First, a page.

Car Hacks

 

05.30.2016

0850

Materials:

  • Shoelace
  • Carabiners
  • S-Hooks
  • Metal rings
  • Velcro straps

As someone who frequently uses a purse, I find it very annoying that there never seems to be a place in my car to hang it. When I used to own a smaller purse, I was able to place it on my console area because it was small enough to sit there. Since I’ve upgraded to my shoulderbag, and needed  to hang it up so that the contents inside stay organized, I still didn’t have a place in my car to hang it. Although cars do come with a multitude of amenities, sometimes  when you have an older car, like mine, you have to design it yourself.

For my shoulder bag hanger, I use shoelaces, an S-Hook, a carabiner and rings to reach the rings attached to my bag. There are rings were left over from my purse hack and I would hook those rings to the S-Hook for quick access.

I looped the shoelace extension to one of the poles of the passenger headrest. I wanted a soft material in the beginning of this line, in case the passenger needed to lower the headrest to its lowest point. An S-Hook was then attached to the shoelace at the end, which could be height adjusted by moving the S-Hook to different knots on the shoelace line. Because I knew my bag needed different types of height extensions depending on what I carried in my bag for each day, I wanted to make a few knots in the shoelace so I could choose the tension  that would be needed. This way, my bag rings would be taught while hanging, but not floating off of the center console. The carabiner is there in case I have items that really needed a secure anchor, the S-Hook is used for items that will only need temporary security when in motion.

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My second car hack is my phone holder. It’s a simple rectangular case that came with my external hard drive. But since I keep my external hard drive in another case, I didn’t think it was necessary. So I repurposed it as my car phone holder. I’m sure that any rectangular case could be used for this purpose, as long as it’s large enough to place the phone in and take it out without a struggle. I cut two rectangular holes in the hard case itself, one to view the screen and one for the charger location.

Since my car is so old, I don’t have a auxiliary connection but I do have a cassette tape adapter. So my cable for my cassette tape adapter is hanging on the right side of my phone holder.  Although it covers my car climate temperature control as well as my car climate mode control, I don’t usually need to access those often. I can also flip up the phone holder and peer underneath if I need to.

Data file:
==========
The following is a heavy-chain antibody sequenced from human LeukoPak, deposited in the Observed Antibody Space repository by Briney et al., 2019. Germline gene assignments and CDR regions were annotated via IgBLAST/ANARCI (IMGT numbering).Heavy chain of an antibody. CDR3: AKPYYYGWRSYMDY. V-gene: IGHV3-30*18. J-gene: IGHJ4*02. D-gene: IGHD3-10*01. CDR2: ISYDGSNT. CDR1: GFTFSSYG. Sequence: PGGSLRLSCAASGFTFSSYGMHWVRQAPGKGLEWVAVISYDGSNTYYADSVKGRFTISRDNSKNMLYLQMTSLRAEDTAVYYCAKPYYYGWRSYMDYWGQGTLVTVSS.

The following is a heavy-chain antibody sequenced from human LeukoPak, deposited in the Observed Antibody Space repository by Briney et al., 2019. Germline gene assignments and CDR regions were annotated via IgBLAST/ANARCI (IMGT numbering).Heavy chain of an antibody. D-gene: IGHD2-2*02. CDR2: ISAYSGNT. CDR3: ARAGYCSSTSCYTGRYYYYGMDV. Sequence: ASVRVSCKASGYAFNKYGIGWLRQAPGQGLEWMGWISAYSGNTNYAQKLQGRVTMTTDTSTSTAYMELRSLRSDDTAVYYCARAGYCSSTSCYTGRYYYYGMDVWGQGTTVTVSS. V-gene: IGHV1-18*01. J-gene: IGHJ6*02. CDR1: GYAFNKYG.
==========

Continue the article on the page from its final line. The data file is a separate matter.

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In my car I tend to use the Hitch Knot in order to secure my rope. I keep an extra rope tied with a Hitch Knot, attached to one of the bars to my front vents. I do this in case I need to hang anything in the front area of the car. Although the item can’t be heavy, it’s still handy in dire situations when I need to attach a bag quickly.

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For my trunk area, I’m not a big fan of simple placing my groceries in the back of my car. I’ve had more than a few incidences when I took a turn in my car and my items from my grocery bags slipped out of the bags. As a precaution, I now hook my bags to the interior of my car. There are a number of ways to keep your groceries contained while in your trunk, this is just the way I do it since I don’t have a lot of trunk space. I use carabonders for the heavier items and velcro straps for the lighter items.

I’ve seen some people use cardboard boxes to contain their loose items in their trucks or even laundry baskets. I pretty much don’t have a separate trunk so my method can’t take up too much room. Also, my carabiners are pretty good at keeping bottles upright.

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One thought on “Car Hacks

  1. Pingback: Revisiting Design Hacks | Design Life Hacks

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